New laws allow visitors to see loved ones in health facilities, even during an outbreak

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Jean White’s mother has dementia and moved into a memory care center near Tampa, Florida just as the coronavirus lockdowns began in the spring of 2020. For months, the family didn’t not allowed to enter to visit.

They tried video chats and visits from outside her bedroom window, but White said it just upset her mother, who is 87. White’s mother couldn’t understand why she could hear familiar voices without being with loved ones in person.

When the family was allowed in, the disturbances continued. White said the facility closes whenever a resident or staff member has the virus.

All the while, her mother’s memory was deteriorating.

Visitation restrictions were eventually eased, White said, but she wonders if protecting her mother from covid-19 was worth the long separation. “What anxiety, loneliness and confusion she must have had – I think I would have preferred her to see her family,” she said.

Florida Governor Ron DeSantis signed a bill April 6 that will make it easier for people like White to see their loved ones in health care facilities. Prior to Florida, at least eight states had passed similar laws, and several more have bills in the works.

Some laws, like those passed last year in New York and Texas, are specific to long-term care facilities. They allow residents to nominate essential caregivers, also known as compassionate caregivers, who are allowed to visit whether or not there is a health crisis. Texans also added protections to their constitution.

Other states, including Arkansas, North Carolina and Oklahoma, have passed similar “No Patient Left Alone” laws that guarantee visitor access to patients in hospitals.

Hospitals and long-term care facilities are imposing pandemic restrictions on visitors to protect patients and staff from infection. But supporters of the new laws have said they want to loosen the restrictions because the rules may have harmed patients.

An Associated Press investigation found that for every two long-term care residents who died of covid-19, another resident died prematurely of other causes. The report, released in late 2020, attributed some of those deaths to negligence. Other deaths, listed on death certificates as “stunted”, were linked to despair.

Even in areas of the United States with low covid rates, the risk of death for nursing home residents with dementia was 14% higher in 2020 than in 2019, according to a study published in February in JAMA Neurology.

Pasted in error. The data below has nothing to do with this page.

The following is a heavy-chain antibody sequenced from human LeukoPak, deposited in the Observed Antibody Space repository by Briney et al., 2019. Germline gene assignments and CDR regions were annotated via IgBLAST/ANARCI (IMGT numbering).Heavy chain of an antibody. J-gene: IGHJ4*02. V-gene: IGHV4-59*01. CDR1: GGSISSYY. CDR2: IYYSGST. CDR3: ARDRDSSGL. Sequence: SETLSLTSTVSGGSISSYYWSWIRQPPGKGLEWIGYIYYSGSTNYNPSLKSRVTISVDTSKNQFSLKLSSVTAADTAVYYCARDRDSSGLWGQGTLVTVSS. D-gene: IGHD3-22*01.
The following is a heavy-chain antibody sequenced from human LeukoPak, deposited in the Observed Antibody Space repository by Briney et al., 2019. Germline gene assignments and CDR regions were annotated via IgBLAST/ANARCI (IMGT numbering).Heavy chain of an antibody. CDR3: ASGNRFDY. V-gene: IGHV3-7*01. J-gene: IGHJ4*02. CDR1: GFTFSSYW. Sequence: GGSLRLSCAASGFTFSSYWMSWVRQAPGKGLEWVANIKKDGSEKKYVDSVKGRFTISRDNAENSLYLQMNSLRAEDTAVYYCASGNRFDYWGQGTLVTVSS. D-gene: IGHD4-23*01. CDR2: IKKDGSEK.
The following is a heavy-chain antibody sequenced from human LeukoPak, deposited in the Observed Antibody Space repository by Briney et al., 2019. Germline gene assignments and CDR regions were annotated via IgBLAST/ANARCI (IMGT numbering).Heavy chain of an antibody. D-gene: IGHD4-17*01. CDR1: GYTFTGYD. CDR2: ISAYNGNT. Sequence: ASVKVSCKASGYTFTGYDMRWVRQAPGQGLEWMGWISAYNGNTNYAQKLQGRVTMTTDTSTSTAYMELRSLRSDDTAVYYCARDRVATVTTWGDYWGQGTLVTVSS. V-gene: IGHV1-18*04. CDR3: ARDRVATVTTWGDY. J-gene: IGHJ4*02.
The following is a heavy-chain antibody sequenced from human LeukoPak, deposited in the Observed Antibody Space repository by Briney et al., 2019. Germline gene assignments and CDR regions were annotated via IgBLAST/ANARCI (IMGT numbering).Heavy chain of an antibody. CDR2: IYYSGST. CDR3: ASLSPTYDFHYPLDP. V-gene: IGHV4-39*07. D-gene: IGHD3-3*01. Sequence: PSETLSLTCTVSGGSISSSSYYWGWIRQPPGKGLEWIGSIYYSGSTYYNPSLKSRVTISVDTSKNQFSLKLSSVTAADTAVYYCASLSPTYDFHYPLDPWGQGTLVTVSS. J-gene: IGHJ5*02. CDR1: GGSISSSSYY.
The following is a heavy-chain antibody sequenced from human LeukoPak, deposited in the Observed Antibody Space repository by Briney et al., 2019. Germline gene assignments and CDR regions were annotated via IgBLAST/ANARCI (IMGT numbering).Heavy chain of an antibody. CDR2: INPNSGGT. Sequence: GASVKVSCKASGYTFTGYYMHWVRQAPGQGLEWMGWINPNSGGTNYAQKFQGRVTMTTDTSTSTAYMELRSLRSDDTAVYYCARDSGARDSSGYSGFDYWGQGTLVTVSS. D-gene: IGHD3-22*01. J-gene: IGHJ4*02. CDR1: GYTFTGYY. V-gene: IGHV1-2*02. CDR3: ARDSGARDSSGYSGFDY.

The researchers pointed to factors other than covid infection that may have contributed to increased mortality, such as reduced access to in-person medical care and community support services and “the negative effects of ‘social isolation and loneliness’.

A woman took a job in an establishment to be near her husband

When long-term care facilities and hospitals began closing to family visitors, patient advocate Mary Daniel of Jacksonville, Florida, worried about what might happen to her husband, Steve, who has Alzheimer’s disease. “I promised him when he was diagnosed that I would be by his side every step of the way, and for 114 days I couldn’t,” Daniel said.

To get inside, Daniel took a job washing dishes at her husband’s assisted living facility so she could see him. Daniel worked in the kitchen two nights a week and went to his room after his shift. She helped him put on his pajamas and lay next to him watching TV until he fell asleep. “That’s really why I’m here, to be his wife, to hold his hand, for him to feel that love,” Daniel said.

Since then, Daniel has fought for visitors’ rights at the state and federal levels. She leads Caregivers for Compromise, a coalition of thousands of members. She also served on a state task force that informed Florida’s decision to order long-term care facilities to reopen to families in fall 2020.

“We understand covid kills, but we want to make sure everyone also understands isolation kills,” Daniel said.

Visitation laws also include provisions to protect patients and staff by directing facilities to establish infection control measures that families must follow to enter. This could mean mask requirements or health screenings. In Florida, protocols for visitors cannot be stricter than for staff members, and vaccination status cannot be a factor.